I spent a few minutes playing the first Animal Crossing spin-off and tried to piece it together.
I got the chance recently to play a little demo of Animal Crossing: Happy Home Designer at a Nintendo press event.
Walking into the demo, I really didn’t know all that much about Happy Home Designer. I know it is a game that takes place in the Animal Crossing universe and this time it isn’t about the player living in town. Instead, the objective is about making the residents happy by designing their homes.
To start the demo off, it seemed like a new villager just moved to the town and I had to pick a nice plot of land for them to live on. Of course, it helps to listen to the new guy in town because there are places they’d prefer to live. I picked a nice plot of land that was near the beach and this villager loved it.
From there, I was able to design the outside of the villager’s home with trees, change the type of fence surrounding their home, and more. This particular resident seemed to enjoy the color blue, so upon entering their house I was happy to see that they brought a bunch of blue furniture already. From there, I could open up my own menu and add various furniture items that Animal Crossing fans will be familiar with. However, not everything was unlocked and there were plenty of blank spaces.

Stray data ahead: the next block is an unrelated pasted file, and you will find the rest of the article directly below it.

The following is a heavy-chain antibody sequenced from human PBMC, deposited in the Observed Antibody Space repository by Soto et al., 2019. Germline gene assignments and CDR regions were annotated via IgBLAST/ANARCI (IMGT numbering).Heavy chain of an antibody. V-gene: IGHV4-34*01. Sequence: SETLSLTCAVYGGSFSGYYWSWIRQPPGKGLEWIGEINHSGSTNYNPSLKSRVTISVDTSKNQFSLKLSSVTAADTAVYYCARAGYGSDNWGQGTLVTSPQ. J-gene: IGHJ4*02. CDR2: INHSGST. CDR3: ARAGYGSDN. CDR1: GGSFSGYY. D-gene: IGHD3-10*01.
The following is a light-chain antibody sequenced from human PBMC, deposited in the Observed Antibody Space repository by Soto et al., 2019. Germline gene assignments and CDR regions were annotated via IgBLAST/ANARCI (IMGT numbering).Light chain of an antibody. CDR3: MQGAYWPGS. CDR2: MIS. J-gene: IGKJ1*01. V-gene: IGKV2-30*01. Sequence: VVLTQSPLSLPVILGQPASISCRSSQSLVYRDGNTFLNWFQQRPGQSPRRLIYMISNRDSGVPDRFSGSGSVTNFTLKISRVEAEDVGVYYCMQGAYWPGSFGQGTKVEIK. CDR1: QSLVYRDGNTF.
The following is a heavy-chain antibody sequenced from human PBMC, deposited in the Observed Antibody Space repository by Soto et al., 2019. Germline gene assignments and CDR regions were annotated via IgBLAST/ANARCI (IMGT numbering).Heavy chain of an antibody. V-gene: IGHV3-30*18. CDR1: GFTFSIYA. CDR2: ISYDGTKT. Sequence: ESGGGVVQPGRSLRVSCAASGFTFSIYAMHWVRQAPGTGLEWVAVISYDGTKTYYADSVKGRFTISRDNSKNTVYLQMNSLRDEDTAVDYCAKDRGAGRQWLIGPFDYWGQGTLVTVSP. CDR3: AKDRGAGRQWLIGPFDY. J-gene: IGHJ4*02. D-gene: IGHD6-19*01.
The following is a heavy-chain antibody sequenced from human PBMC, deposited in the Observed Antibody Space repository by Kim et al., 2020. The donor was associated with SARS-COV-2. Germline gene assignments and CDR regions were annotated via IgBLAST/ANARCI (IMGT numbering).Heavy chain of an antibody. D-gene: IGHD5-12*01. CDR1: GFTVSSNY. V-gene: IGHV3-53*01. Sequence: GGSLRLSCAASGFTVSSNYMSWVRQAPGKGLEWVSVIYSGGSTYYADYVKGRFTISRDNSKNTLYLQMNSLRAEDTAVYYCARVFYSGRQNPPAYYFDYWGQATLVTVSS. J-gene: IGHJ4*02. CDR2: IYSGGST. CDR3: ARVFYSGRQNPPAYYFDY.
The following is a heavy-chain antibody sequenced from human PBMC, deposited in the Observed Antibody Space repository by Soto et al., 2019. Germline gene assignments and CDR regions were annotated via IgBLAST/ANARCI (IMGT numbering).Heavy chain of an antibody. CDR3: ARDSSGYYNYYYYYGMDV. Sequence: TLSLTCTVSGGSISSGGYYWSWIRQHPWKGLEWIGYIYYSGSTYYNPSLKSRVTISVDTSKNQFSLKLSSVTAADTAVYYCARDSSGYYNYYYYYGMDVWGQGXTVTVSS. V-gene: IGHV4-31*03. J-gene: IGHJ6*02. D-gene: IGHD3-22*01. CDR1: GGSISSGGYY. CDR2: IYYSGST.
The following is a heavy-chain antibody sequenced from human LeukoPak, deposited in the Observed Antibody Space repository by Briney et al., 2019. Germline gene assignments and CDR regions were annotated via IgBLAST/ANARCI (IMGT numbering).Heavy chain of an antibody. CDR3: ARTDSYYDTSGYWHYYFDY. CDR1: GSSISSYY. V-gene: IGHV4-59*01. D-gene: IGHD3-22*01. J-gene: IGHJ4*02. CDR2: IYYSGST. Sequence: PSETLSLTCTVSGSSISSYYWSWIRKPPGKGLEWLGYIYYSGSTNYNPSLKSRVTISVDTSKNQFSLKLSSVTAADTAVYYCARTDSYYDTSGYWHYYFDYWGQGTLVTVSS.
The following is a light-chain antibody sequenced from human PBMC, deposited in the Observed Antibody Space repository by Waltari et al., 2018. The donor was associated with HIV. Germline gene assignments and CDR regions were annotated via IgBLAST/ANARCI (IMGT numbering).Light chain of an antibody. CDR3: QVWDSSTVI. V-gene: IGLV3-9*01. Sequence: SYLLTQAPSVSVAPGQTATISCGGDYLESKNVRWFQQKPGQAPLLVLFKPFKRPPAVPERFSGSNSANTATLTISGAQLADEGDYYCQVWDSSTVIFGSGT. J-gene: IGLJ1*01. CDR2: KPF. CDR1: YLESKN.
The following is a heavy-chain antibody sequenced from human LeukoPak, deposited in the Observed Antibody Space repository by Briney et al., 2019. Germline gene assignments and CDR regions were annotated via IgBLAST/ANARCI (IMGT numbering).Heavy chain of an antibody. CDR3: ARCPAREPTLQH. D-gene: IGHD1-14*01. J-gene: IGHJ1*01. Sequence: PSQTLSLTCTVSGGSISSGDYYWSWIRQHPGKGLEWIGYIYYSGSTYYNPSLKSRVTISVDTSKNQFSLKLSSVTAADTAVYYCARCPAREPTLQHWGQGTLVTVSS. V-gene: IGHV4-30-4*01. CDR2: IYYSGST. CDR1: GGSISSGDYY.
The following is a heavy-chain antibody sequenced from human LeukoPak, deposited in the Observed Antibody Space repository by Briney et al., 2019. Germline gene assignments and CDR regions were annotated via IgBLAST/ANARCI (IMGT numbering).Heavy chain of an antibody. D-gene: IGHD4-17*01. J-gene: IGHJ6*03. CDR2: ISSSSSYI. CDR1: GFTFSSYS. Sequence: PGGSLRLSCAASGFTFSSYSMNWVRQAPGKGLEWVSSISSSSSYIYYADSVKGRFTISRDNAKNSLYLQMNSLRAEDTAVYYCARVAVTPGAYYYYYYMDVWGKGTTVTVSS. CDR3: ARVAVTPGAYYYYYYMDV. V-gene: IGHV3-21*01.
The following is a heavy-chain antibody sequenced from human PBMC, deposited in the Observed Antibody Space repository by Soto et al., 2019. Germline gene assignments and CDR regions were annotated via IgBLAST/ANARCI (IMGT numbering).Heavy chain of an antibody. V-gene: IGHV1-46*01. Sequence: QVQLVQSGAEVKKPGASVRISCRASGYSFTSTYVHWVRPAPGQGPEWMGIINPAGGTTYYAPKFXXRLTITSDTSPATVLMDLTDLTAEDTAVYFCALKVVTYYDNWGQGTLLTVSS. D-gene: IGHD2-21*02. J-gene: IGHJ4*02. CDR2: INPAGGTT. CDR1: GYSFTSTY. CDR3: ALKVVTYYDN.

The best thing about Happy Home Designer I found is that the way players can design both in interior and the exterior of homes is much more intuitive than in previous Animal Crossing games. Players can just drag and drop the furniture around on the touch screen, as well as rotate it in any way they want to. Yes, it seems like you can still walk over and drag stuff the old fashioned way, but it’s a waste of time by comparison.
After adding some new items to the house I asked the resident if they liked their new home. Luckily, they loved it. That was the end of my hands on time with this short demo.
I walked away from Happy Home Designer not fully understanding what to expect in the final product. I asked the Nintendo representative if there was a definitive ending to this game and they, sadly, didn’t know. So what is the end goal here? What am I, as a player, working towards in this game if I’m not living in the world like in previous installments?
While I don’t have the answers to these questions, I am intrigued. I’m glad Nintendo is trying something new with the series because at this point in time I don’t think I want another traditional Animal Crossing game. So while I may not fully get it, I am still going to pay attention to Happy Home Designer. Besides, I’ll need some game to utilize the hundreds of Amiibo cards coming out for it.